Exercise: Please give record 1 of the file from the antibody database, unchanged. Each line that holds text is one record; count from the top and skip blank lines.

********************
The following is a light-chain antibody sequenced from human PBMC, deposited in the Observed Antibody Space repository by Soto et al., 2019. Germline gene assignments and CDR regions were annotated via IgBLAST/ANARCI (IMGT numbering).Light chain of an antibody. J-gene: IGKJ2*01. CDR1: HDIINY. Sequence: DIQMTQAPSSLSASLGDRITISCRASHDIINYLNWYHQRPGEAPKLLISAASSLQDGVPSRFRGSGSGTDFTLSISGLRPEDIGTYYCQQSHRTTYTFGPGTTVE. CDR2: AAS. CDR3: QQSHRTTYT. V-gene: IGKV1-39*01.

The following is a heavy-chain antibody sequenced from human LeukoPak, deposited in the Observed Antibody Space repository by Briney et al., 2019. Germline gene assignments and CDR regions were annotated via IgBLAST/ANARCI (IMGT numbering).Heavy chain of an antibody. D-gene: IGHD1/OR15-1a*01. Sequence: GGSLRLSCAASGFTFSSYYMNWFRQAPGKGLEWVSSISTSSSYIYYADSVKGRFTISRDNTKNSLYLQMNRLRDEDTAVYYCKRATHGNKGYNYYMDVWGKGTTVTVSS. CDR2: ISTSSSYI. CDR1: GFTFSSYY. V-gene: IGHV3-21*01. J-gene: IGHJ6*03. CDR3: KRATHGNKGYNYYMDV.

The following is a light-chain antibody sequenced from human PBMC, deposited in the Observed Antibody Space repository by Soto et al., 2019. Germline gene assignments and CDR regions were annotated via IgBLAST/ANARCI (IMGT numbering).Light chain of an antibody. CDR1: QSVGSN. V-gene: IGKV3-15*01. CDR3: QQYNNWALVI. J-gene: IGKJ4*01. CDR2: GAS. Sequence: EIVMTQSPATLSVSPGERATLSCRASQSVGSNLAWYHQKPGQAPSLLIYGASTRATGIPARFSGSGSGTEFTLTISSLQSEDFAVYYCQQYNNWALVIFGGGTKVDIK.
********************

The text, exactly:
The following is a light-chain antibody sequenced from human PBMC, deposited in the Observed Antibody Space repository by Soto et al., 2019. Germline gene assignments and CDR regions were annotated via IgBLAST/ANARCI (IMGT numbering).Light chain of an antibody. J-gene: IGKJ2*01. CDR1: HDIINY. Sequence: DIQMTQAPSSLSASLGDRITISCRASHDIINYLNWYHQRPGEAPKLLISAASSLQDGVPSRFRGSGSGTDFTLSISGLRPEDIGTYYCQQSHRTTYTFGPGTTVE. CDR2: AAS. CDR3: QQSHRTTYT. V-gene: IGKV1-39*01.